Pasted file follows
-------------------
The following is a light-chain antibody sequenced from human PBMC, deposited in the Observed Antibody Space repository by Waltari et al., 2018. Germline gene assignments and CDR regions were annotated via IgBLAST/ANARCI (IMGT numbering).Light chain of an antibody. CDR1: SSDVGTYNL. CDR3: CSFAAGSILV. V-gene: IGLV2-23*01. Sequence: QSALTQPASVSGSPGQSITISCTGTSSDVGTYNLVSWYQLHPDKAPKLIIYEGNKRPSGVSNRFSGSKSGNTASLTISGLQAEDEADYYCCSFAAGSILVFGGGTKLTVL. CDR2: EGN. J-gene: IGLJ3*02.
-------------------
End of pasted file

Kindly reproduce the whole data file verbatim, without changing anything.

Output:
The following is a light-chain antibody sequenced from human PBMC, deposited in the Observed Antibody Space repository by Waltari et al., 2018. Germline gene assignments and CDR regions were annotated via IgBLAST/ANARCI (IMGT numbering).Light chain of an antibody. CDR1: SSDVGTYNL. CDR3: CSFAAGSILV. V-gene: IGLV2-23*01. Sequence: QSALTQPASVSGSPGQSITISCTGTSSDVGTYNLVSWYQLHPDKAPKLIIYEGNKRPSGVSNRFSGSKSGNTASLTISGLQAEDEADYYCCSFAAGSILVFGGGTKLTVL. CDR2: EGN. J-gene: IGLJ3*02.